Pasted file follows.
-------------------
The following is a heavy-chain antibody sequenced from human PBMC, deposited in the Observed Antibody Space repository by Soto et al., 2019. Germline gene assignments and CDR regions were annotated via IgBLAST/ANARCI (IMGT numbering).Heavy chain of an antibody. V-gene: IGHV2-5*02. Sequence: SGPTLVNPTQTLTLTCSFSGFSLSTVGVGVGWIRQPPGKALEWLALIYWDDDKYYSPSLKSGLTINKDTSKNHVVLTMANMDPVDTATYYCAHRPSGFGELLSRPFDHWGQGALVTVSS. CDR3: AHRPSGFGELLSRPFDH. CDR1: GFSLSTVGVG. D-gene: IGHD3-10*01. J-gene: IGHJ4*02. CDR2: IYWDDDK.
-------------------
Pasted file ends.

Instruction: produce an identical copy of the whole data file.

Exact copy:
The following is a heavy-chain antibody sequenced from human PBMC, deposited in the Observed Antibody Space repository by Soto et al., 2019. Germline gene assignments and CDR regions were annotated via IgBLAST/ANARCI (IMGT numbering).Heavy chain of an antibody. V-gene: IGHV2-5*02. Sequence: SGPTLVNPTQTLTLTCSFSGFSLSTVGVGVGWIRQPPGKALEWLALIYWDDDKYYSPSLKSGLTINKDTSKNHVVLTMANMDPVDTATYYCAHRPSGFGELLSRPFDHWGQGALVTVSS. CDR3: AHRPSGFGELLSRPFDH. CDR1: GFSLSTVGVG. D-gene: IGHD3-10*01. J-gene: IGHJ4*02. CDR2: IYWDDDK.